A small cube satellite designed to demonstrate a practical, low-cost method to cut down on space debris has been built by students at Brown University.
Current estimates suggest there are over 100 million pieces of space junk orbiting the Earth, ranging from debris the size of a penny to an entire rocket booster.
The number of satellites in low-Earth orbit (LEO) is also expected to increase dramatically over the next few years, which is raising concerns that involuntary collisions between operational payloads and space debris could occur in orbit.
The student-made cube satellite was built on a shoestring budget using off-the-shelf supplies available at most hardware stores, including 48 Energizer AA batteries.
Called SBUDNIC, the prototype was blasted into space on Elon Musk’s SpaceX rocket last May as part of the Transporter 5 ridesharing mission and was designed to tackle the growing issue of space junk. For that purpose, the students added a plastic drag sail made from Kapton polyimide to understand the effect this could have on atmospheric re-entry.
About five years ahead of schedule, the small cube satellite re-entered the Earth’s atmosphere sometime on Tuesday 8 August or immediately after, and burned up high above Turkey after 445 days in orbit.
The sail popped open like an umbrella upon deployment at about 520 kilometres, well above the orbit of the International Space Station (ISS), and helped push the satellite back down to Earth more quickly than anticipated.
“We were trying to prove that there are ways of deorbiting space junk after mission life has ended that are not super costly,” said Selia Jindal, a Brown University graduate and one of the project leads.
“This showed that we can do that. We were successfully able to deorbit our satellite so that it’s no longer taking up space in Earth’s orbit. More importantly, the project really helped to show that there are significant plans we can put in place to combat the space junk problem that are cost-effective.”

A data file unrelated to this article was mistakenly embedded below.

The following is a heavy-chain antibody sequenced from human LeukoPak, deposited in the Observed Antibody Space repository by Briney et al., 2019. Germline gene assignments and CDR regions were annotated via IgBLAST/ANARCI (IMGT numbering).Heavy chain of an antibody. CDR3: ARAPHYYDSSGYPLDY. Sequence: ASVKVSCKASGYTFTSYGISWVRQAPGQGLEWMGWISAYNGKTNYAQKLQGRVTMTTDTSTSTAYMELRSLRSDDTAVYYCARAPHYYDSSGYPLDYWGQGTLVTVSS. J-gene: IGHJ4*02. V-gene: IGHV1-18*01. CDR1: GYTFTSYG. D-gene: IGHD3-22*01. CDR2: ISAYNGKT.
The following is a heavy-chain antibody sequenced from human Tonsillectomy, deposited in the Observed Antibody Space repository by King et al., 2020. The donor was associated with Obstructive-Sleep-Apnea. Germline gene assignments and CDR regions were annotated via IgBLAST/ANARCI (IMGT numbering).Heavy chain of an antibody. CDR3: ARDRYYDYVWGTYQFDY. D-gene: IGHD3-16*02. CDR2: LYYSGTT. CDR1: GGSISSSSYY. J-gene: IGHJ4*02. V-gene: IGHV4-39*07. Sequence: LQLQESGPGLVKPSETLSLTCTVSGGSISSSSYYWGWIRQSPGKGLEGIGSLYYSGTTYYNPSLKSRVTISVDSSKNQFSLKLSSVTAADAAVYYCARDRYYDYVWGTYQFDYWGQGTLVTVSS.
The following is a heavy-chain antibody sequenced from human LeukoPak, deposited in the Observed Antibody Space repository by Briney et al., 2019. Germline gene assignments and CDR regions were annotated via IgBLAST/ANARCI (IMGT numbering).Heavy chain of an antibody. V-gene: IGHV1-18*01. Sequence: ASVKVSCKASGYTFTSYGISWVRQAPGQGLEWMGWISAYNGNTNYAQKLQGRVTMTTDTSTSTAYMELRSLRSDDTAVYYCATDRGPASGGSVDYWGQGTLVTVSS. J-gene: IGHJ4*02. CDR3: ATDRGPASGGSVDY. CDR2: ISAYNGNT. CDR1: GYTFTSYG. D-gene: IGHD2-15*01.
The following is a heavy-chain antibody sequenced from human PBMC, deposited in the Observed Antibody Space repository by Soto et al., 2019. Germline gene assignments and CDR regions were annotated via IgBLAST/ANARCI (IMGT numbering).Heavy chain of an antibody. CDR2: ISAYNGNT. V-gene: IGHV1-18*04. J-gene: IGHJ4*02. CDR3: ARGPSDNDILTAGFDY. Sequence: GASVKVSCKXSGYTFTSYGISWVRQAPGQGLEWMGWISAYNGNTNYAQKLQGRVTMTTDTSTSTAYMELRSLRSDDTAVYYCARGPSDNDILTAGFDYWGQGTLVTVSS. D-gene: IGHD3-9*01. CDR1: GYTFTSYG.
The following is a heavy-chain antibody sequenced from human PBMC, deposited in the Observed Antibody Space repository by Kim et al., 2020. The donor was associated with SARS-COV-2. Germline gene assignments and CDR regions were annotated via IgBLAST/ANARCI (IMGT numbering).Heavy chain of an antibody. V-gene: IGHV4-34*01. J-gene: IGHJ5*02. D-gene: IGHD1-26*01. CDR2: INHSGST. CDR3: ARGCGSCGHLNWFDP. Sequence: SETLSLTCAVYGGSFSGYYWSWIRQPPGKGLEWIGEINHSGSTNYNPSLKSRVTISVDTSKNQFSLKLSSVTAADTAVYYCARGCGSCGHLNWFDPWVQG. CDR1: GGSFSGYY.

According to Nasa, there are now more than 27,000 pieces of what it calls orbital debris or space junk being tracked by the Department of Defense’s Space Surveillance Network.
In a worst-case scenario, a satellite exploding in orbit could set off a chain reaction that hits a number of other satellites as well, closing off that orbit until all the debris falls back to Earth.
“There are companies that are trying to solve this problem of space junk with concepts such as space tow trucks or nets in space that could capture space junk and take them out of orbit,” said Dheraj Ganjikunta, SBUDNIC’s lead program manager.
“What’s amazing about SBUDNIC is that it is magnitudes less [expensive] than any of those solutions. Rather than taking junk out of space after it becomes a problem, we have this $30 drag device you can just throw onto satellites and radically reduce how long they’re in space.”
Most satellites remain in orbit for an average of 25 years or more after they have served their purpose. To help combat this, the Federal Communications Commission adopted a new five-year rule in 2022 for deorbiting satellites.
Last year, a study calculated that there is now a 10 per cent chance of space debris killing one or more people over the next decade as it falls from the sky.
Sign up to the E&T News e-mail to get great stories like this delivered to your inbox every day.